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TRAVEL
April 27, 1997 | CHARLIE WATERS, TIMES STAFF WRITER; Waters is an editor in Life & Style
Four years ago, on our way to visit our money and our children at two colleges in Utah, my wife and I stopped at a small casino here for breakfast. Later, on our way home, we exited again for a soda and a roll of quarters. We remembered the meal as dreadful, but our luck was good. We also recalled the spectacular drive through the Virgin River Gorge and something rare in the Nevada desert--fertile fields that dot the river as it winds to Lake Mead.
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TRAVEL
April 27, 1997 | CHARLIE WATERS, TIMES STAFF WRITER; Waters is an editor in Life & Style
Four years ago, on our way to visit our money and our children at two colleges in Utah, my wife and I stopped at a small casino here for breakfast. Later, on our way home, we exited again for a soda and a roll of quarters. We remembered the meal as dreadful, but our luck was good. We also recalled the spectacular drive through the Virgin River Gorge and something rare in the Nevada desert--fertile fields that dot the river as it winds to Lake Mead.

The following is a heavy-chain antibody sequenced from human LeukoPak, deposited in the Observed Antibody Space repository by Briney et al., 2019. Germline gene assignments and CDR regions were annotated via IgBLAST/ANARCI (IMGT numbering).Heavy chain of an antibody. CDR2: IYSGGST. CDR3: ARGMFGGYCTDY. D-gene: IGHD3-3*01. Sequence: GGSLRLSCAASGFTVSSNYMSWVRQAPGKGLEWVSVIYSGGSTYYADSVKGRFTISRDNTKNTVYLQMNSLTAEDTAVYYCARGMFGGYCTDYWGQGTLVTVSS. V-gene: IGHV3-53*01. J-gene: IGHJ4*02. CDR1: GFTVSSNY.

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NEWS
April 14, 1995 | CHARLES HILLINGER and ERIC MALNIC, SPECIAL TO THE TIMES
A massive landslide thundered into the narrow Virgin River gorge, damming the river to create a flood that closed the only road, wiping out all the utilities and leaving more than 450 guests and employees stranded for almost 24 hours at the Zion Lodge, officials said Thursday. No one was injured in the slide, which occurred shortly before 9 p.m. Wednesday.
NEWS
April 14, 1995 | CHARLES HILLINGER and ERIC MALNIC, SPECIAL TO THE TIMES
A massive landslide thundered into the narrow Virgin River gorge, damming the river to create a flood that closed the only road, wiping out all the utilities and leaving more than 450 guests and employees stranded for almost 24 hours at the Zion Lodge, officials said Thursday. No one was injured in the slide, which occurred shortly before 9 p.m. Wednesday.